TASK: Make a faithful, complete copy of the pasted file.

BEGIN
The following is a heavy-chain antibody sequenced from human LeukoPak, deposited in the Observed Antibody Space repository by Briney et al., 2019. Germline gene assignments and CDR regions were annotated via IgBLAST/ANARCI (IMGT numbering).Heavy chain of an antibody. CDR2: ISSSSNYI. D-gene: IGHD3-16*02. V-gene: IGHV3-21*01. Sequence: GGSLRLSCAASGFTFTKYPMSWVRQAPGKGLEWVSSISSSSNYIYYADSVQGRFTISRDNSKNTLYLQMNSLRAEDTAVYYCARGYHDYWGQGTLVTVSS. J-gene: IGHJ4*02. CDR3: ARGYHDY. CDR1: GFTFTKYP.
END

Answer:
The following is a heavy-chain antibody sequenced from human LeukoPak, deposited in the Observed Antibody Space repository by Briney et al., 2019. Germline gene assignments and CDR regions were annotated via IgBLAST/ANARCI (IMGT numbering).Heavy chain of an antibody. CDR2: ISSSSNYI. D-gene: IGHD3-16*02. V-gene: IGHV3-21*01. Sequence: GGSLRLSCAASGFTFTKYPMSWVRQAPGKGLEWVSSISSSSNYIYYADSVQGRFTISRDNSKNTLYLQMNSLRAEDTAVYYCARGYHDYWGQGTLVTVSS. J-gene: IGHJ4*02. CDR3: ARGYHDY. CDR1: GFTFTKYP.